Have you had any significant mentors who have helped you beyond supervision in the lab? How was their guidance special?
The mentorship of my PI, Maitreyi Das, extends far beyond the laboratory. She is truly insightful and frequently includes me in her brainstorming sessions. These sessions are part of the way she molds her students into independent scientists, by covertly making us think logically to answer her questions. Furthermore, Maitreyi is invested in the happiness and professional development of all her students. She gives me the opportunity to attend many conferences where I am able to present my research and talk with the leading scientists in my field. This has given me confidence as a scientist and has improved my communication skills. Finally, she provides us with lab snacks!
What motivated you to pursue a career in science, and what have been the most interesting moments on the path that led you to where you are now?
My passion for science was instilled by my grade school science teacher Mr. Sharon. However, I did not realize how much I enjoyed science until much later. After high school I decided to enter the Catholic seminary to become a priest. It was there that I realized I was the type of person who needs answers, and who digs deeper into a question rather than accept it on faith. While these qualities make a poor seminarian, they have served me well as a scientist.
Who are your role models in science? Why?
Oddly enough, my scientific role model is an actor! Alan Alda starred in my favorite television program, and is now a science advocate. When I watch Alan's science communication workshops or listen to his interviews, I am always captivated by his childlike joy for learning, as this is the same attitude that I try to bring to my own research. I am overly excited when I figure something out or see something cool under the microscope. The sense of discovery and joy I feel during these moments is what science is all about.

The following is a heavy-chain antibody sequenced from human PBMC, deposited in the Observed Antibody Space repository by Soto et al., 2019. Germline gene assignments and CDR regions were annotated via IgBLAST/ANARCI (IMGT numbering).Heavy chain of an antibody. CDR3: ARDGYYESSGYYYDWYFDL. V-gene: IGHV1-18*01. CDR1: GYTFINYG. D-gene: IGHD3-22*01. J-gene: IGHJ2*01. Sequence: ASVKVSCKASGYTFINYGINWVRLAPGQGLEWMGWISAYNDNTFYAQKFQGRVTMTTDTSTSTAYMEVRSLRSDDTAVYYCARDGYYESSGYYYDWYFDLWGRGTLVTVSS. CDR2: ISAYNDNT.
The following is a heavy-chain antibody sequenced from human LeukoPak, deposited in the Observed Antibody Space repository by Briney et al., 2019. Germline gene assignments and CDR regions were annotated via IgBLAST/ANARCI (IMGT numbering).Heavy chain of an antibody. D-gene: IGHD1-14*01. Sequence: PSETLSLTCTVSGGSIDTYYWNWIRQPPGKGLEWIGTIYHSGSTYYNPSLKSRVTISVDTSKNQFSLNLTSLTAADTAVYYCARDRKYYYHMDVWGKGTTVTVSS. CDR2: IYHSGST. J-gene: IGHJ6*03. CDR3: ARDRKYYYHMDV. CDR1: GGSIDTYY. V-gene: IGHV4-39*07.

What's next for you?
I recently defended my dissertation but have not yet graduated, which leaves me with an identity crisis (Dr Hercyk or Mr Hercyk?). I want to stay in academia, and I am currently looking for post-doctoral positions. If anyone needs a cell biologist who is passionate about the regulation of signaling pathways, I would love to hear from you!
Tell us something interesting about yourself that wouldn't be on your CV
I am owned by two dogs. They occasionally let me go fishing, do woodworking projects or read books in the little free time I have when I am not in lab or being forced to go for a walk or scratch ears.
Any advice you would like to give graduate students beginning their PhD?
You should begin by finding the appropriate mentor for YOU. The style that works for your colleague may not be a good fit for you. I found a great PI who adopts the appropriate style for each of her students.
Read the relevant literature; as you become familiar with your topic, you will ask more insightful and testable questions. Learn how to manage your time and plan your experiments. Identify the most direct test that will disprove your hypothesis. You will save a lot of time by doing this first, rather than doing several cool and elegant experiments that ultimately fail if your hypothesis is wrong. Finally, learn when to say no. Maintaining a good work-life balance will increase your productivity in the long run.
Brian Hercyk's contact details: Department of Biochemistry and Cellular and Molecular Biology, University of Tennessee, Knoxville, TN 7996-1939, USA.